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Home Features Thawley backs a ‘G2’ but is China ready or willing to lead?
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PEOPLEMichael Thawley, Gareth Evans, Martin Parkinson
DEPARTMENTSDepartment of the Prime Minister and Cabinet, Treasury
TAGS Department of the Prime Minister and Cabinet, Gareth Evans, Michael Thawley, Martin Parkinson, China, diplomacy, United States
Australia’s top public servant gave his views on Australia’s relations with China and the United States at the Crawford Australian Leadership Forum, held at the ANU this week. Views reportedly endorsed by Prime Minister Tony Abbott earlier today.
Four questions formed the basis for an interesting panel session at the Crawford Australian Leadership Forum in Canberra yesterday and “like a good bureaucrat”, as he put it, the Australian Government’s most senior public servant answered all of them simply and directly.
Does the contemporary world need leadership, from the US or anyone else?
“I think the answer is blindingly obvious; yes,” said Michael Thawley, secretary of the Department of Prime Minister and Cabinet and a former ambassador to the United States.
Thawley had to tread more carefully than the other panel members: a jovial Bob Carr with the weight of office gone from his shoulders, and Rand Corporation senior fellow Richard Solomon, who was the US State Department’s deputy secretary for East Asia and the Pacific and later ambassador to the Philippines during the late ’80s and early ’90s.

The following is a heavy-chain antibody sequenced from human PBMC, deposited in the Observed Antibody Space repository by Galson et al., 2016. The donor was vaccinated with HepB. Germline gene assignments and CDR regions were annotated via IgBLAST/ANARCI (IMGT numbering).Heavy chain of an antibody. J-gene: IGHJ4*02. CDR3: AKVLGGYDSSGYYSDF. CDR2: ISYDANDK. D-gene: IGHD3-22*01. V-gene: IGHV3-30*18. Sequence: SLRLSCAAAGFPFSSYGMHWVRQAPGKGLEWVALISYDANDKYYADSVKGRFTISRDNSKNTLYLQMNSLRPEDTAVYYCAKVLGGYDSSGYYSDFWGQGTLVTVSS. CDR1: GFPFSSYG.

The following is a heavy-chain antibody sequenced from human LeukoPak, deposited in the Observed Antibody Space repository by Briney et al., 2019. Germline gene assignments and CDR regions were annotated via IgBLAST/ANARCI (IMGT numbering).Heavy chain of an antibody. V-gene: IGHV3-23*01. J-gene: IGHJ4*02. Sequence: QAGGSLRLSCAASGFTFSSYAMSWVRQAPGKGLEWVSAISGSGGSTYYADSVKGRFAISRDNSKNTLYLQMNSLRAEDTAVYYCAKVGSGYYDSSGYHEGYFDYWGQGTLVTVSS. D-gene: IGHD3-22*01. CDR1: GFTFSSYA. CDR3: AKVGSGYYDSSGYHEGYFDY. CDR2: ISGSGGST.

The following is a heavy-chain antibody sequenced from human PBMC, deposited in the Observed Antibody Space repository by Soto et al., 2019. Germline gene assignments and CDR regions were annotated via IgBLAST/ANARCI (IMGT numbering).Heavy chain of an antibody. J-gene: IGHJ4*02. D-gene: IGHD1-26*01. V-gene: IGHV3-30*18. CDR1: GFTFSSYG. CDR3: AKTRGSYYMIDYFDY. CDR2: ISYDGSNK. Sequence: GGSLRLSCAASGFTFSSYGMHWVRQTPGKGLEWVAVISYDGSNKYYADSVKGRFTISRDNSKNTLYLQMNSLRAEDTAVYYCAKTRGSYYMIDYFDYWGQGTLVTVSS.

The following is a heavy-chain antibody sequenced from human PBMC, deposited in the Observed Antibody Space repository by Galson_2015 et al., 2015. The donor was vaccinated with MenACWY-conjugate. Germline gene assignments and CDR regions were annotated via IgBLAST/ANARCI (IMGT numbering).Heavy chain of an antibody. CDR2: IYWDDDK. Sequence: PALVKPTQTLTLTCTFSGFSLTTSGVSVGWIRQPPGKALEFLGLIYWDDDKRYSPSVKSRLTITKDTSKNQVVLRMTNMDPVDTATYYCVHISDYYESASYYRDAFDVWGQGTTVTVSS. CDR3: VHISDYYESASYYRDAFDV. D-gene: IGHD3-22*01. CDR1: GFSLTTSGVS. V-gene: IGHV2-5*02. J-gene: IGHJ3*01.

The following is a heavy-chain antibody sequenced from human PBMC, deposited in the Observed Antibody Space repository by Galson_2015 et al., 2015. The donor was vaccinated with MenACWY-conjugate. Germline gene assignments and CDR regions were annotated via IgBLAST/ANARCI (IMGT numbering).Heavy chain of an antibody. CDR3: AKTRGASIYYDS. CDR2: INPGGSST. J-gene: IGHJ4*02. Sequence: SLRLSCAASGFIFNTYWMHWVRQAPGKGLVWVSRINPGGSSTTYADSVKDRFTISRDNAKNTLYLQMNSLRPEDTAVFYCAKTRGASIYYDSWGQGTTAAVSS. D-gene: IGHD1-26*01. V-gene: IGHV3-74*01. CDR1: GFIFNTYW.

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The Mandarin is where Australia's public sector leaders discuss their work and the issues faced within modern bureaucracy. Join today to discover the latest in public administration thinking and news from our dedicated reporters, current and former agency heads and senior executives.
Stephen Easton is a journalist at The Mandarin based in Canberra. He's previously reported for Canberra CityNews and worked on industry titles for The Intermedia Group.
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Well summarised discussion by Stephen Easton. I was impressed by two points in particular from my old colleague Michael Thawley:
That US power and influence are now spread thinly around the world:
and that China is waiting for the global correlation of forces to change, not yet ready to claim global.co-leadership with or in place of US, but not ready to Take second place to US as the global leader and rules-maker either.
What Thawley neglected was to fit the third superpower into all this. I mean of course Russia. The present dynamic between US and Moscow is is increasingly dangerous to world peace as the Pentagon just reported. I agree, both sides are dusting off their nuclear deterrents. Where I differ. from the Washington analysis is on who started and is feeding it. I believe the evidence indicates that Washington and its clients in NATO started it, several years ago, and that Russia has been reacting in self- defence since around four years ago (in Georgia and in Ukraine ) . Russia did not start the Ukraine civil war – the US and its proxies in Kiev did. A small unimportant conflict? So was Sarajevo in 1914. Russua sensibly is getting closer to China now, and China is reciprocating warmly . China came out of the 70th anniversary of WW2 in Moscow smelling like roses. I won’t say what the US and NATO ( and us) came out smelling of.
It’s not a two power world.